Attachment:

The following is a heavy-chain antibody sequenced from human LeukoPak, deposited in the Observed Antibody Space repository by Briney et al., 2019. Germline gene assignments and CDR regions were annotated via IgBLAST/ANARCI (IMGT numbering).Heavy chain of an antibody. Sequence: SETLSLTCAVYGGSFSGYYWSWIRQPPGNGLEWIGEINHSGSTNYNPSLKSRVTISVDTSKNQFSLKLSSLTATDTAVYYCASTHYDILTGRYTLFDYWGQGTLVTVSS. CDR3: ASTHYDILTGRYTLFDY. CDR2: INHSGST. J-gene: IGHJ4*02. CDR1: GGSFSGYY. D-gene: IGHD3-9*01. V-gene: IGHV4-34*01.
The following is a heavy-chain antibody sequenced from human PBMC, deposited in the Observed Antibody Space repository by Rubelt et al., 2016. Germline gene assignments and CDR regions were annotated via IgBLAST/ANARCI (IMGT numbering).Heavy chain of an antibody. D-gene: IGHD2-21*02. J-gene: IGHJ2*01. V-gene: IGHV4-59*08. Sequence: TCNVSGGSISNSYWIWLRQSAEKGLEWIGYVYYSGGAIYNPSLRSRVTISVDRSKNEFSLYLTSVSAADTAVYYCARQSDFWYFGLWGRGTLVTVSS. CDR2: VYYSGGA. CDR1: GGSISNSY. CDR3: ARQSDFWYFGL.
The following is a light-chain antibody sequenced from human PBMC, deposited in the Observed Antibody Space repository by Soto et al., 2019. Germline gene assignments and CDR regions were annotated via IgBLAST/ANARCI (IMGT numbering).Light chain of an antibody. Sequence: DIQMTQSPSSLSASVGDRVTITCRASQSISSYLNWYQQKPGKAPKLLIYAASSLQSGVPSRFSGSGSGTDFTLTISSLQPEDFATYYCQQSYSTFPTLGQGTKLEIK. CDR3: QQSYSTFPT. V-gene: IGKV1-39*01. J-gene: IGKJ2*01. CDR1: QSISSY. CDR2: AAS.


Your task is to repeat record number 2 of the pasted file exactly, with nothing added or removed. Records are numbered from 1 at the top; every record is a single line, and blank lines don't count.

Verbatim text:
The following is a heavy-chain antibody sequenced from human PBMC, deposited in the Observed Antibody Space repository by Rubelt et al., 2016. Germline gene assignments and CDR regions were annotated via IgBLAST/ANARCI (IMGT numbering).Heavy chain of an antibody. D-gene: IGHD2-21*02. J-gene: IGHJ2*01. V-gene: IGHV4-59*08. Sequence: TCNVSGGSISNSYWIWLRQSAEKGLEWIGYVYYSGGAIYNPSLRSRVTISVDRSKNEFSLYLTSVSAADTAVYYCARQSDFWYFGLWGRGTLVTVSS. CDR2: VYYSGGA. CDR1: GGSISNSY. CDR3: ARQSDFWYFGL.